Handler apologized for his joke and gave $110,000 to "We Need Diverse Books," a non-profit that advocates for wider representation in children's books, and his reputation seems to have recovered. That's a problem, according to a number of authors I interviewed. If Handler's pattern of sexist jokes has an impact on his reputation, but his racist joke doesn't, what does that say about the priorities of the world of children's literature ? Justina Ireland, author of the forthcoming Dread Nation and a proponent of better representation for marginalized voices in kid lit, tells me over email that after Handler's apology, "everyone let out this collective breath and moved on. But that was a moment I never forgot. And when I talk to other black authors, I know they never forgot either."
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Author Tanita Davis certainly hasn't forgotten. On her website, she wonders at Handler's rehabilitation from his humiliation of Woodson. Davis writes, "What are we doing still courting that kind of person to be a speaker and to visit classrooms? Why don't we seem to take the humiliation, shame, and harm of racism as seriously as we're all endeavoring to take the #metoo harassment thing?"
As much as individual bad actors need to be called out, Tracey Baptiste, an author of both fiction and non-fiction aimed at children and young adults, wants us to consider structural issues, particularly at the intersections of capitalism, toxic masculinity, and racism. In an email, she lays out the ways these three forces combine. "Men in kid lit are at the top of the earnings ladder in every aspect of publishing. While the majority of people in publishing houses are women, the people at the top are men. And even though there are far more women writing kid lit than men, huge tours, major book deals, and keynotes at national conferences disproportionately go to men. And of course money means power."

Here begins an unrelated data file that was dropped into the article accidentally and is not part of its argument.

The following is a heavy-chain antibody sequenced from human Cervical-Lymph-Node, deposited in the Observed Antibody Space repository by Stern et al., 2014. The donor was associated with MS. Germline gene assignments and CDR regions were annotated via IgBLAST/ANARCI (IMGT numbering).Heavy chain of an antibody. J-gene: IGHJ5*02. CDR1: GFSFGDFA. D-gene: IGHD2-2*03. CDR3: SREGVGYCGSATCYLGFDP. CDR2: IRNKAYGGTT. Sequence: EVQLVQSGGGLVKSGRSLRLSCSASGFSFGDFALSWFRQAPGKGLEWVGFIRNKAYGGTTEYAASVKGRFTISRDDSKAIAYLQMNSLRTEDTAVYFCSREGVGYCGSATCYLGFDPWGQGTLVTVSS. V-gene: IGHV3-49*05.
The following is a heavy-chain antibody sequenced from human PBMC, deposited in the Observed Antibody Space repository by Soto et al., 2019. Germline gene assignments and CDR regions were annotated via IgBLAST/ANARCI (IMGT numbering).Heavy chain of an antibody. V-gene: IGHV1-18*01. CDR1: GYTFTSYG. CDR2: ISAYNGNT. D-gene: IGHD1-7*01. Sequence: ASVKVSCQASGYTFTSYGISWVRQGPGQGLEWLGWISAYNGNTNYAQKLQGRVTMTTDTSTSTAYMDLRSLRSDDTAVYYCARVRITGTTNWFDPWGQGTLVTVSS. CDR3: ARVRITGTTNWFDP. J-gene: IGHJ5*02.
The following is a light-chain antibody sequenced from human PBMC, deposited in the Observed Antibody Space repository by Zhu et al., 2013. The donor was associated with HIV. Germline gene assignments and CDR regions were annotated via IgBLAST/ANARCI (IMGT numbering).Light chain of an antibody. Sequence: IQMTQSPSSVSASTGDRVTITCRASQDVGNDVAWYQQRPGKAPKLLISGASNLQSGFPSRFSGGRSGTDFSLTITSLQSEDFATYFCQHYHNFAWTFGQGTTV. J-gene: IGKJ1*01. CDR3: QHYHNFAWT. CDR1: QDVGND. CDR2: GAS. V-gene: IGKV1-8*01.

When women do complain, they are examined much more closely than the men. As Baptiste writes: "They are told they're 'excoriating' the men, when their comments are straightforward, and pretty kind in some cases. The thing is, you can tell the commenters are nervous. You can see it in their words." When it comes to race, Baptiste hesitates: "It's hard to know where to begin. But this I do know: Some people who understand about the power differential between men and women are happy to ignore the power differential between white and non-white."
Justina Ireland makes a similar point in her emails to me: "I think people need to understand that this moment has been a long time coming in kid lit, just like with any other industry, and we can't just talk about sexism and sexual harassment/assault without looking at things like ableism, racism, homophobia, etc. Those intersections matter. This is just the beginning, and folks should strap in for a long, messy ride."
What happens next? The temptation, of course, will be for fans to say that Handler was "just joking." Given the stories of rape, blackmail, violence, and the destruction of careers that have emerged during the #MeToo movement, it's easy to trivialize even the most consistent pattern of inappropriate jokes. That's a mistake. It's possible to keep a sense of proportion and nuance while identifying the consequences of this kind of behavior, especially from such a powerful man.
Rebecca Traister, in one of her many excellent essays about this "me too" movement, reminds readers that the behaviors in question are as much about work as about sex. Critics of the movement, even well-intentioned ones (as opposed to the concern trolls I dissect here) worry that linking inappropriate jokes to rape as actions along a continuum leads to "category collapse." Traister responds: "The category collapse ... is being misunderstood in part because we are making a crucial category error. Because the thing that unites these varied revelations isn't necessarily sexual harm, but professional harm and power abuse. These infractions and abuses are related, sometimes they are combined. We must regularly remind everyone paying attention that sexual harassment is a crime not simply on the grounds that it is a sexual violation, but because it is a form of discrimination."
Anne Ursu, in her emails to me, makes a similar argument: Handler's conduct is about work. As Ursu writes, "These 'jokes' at their expense are sexually humiliating. Making sexual jokes to women in a professional setting is sexual harassment. And these women who've talked about it publicly are speaking about feeling ashamed and humiliated." What's more, it's not clear how to address this kind of professional misconduct when it takes place on busses, in hotel lobbies, and in an industry largely made up of independent contractors. "In our very unhealthy work setting with no HR [Human Resources] to report to, no one speaks up, and if they do, they get 'That's Just Daniel being Daniel' and 'It's just a joke! Lighten up!'"